Discoveryalso set the record for flying the oldest crew member in history ? 77-year-oldMercury-astronaut-turned-U.S.-senatorJohn Glenn ? and recorded the highest altitude reached by any shuttlemission.
Thatshuttle altitude record was set in 1997 during a mission to service the HubbleSpace Telescope, a payload it first deployed into orbit seven years earlier.
Discovery,NASA?s oldest shuttle still in service, was instrumental to the assembly of theInternational Space Station, delivering the largest module ? Japan?s Kibolaboratory ? and the final segment for the outpost?s ?backbone? truss, amongother components.
Overthe course of its 26 years in service, Discovery has racked up an impressiveset of statistics unmatched by any other spacecraft in history.
Asit stands today before flying on STS-133, Discovery has logged 142,917,535 milescircling the Earth a total of 5,628 times.
Ithas carried 183 astronauts and cosmonauts to and from space, filling 246 seatson 38 missions.
AndDiscovery docked with space stations 13 times: once with the Mir outpost and 12times with the ISS.
Allthese numbers add up to a historic legacy, STS-133 mission specialist NicoleStott said.
?Itis an historic thing, I think, that we have such a special vehicle to fly. Inaddition to the hope we will have a successful mission, in conclusion we willbe celebrating the real significance of the vehicle itself,? she said.
?Wehave to look at this [STS-133 mission] as a celebration of just how wonderfulDiscovery has performed and just how fantastic a team that has put it togetherand worked to make it happen.?
- Video ? Space Shuttle Discovery: A Retrospective, Part 2, Part 3
- GRAPHIC: Meet Robonaut 2: NASA's Space Droid, Robonaut 2 Photo Gallery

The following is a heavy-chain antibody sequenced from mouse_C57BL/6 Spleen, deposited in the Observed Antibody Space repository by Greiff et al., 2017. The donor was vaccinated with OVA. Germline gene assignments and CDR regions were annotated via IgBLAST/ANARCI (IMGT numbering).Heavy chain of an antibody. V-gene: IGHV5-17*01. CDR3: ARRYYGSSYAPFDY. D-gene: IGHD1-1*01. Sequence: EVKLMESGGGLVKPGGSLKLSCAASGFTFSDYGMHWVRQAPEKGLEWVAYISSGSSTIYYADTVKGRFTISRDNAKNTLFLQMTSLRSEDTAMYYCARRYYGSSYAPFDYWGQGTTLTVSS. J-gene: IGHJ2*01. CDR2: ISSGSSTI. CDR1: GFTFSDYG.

- Want to See Space Shuttle Discovery's Last Hurrah? Here's How
SPACE.comis providing complete coverage of the last voyage of space shuttle Discovery. Click here for mission updates,new stories and a link to NASA's live webcast coverage. Stephanie Pappas is aSenior Writer for LiveScience, asister site of SPACE.com.
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Robert Pearlman is a space historian, journalist and the founder and editor of collectSPACE.com, an online publication and community devoted to space history with a particular focus on how and where space exploration intersects with pop culture. Pearlman is also a contributing writer for Space.com and co-author of "Space Stations: The Art, Science, and Reality of Working in Space” published by Smithsonian Books in 2018. He previously developed online content for the National Space Society and Apollo 11 moonwalker Buzz Aldrin, helped establish the space tourism company Space Adventures and currently serves on the History Committee of the American Astronautical Society, the advisory committee for The Mars Generation and leadership board of For All Moonkind. In 2009, he was inducted into the U.S. Space Camp Hall of Fame in Huntsville, Alabama. In 2021, he was honored by the American Astronautical Society with the Ordway Award for Sustained Excellence in Spaceflight History.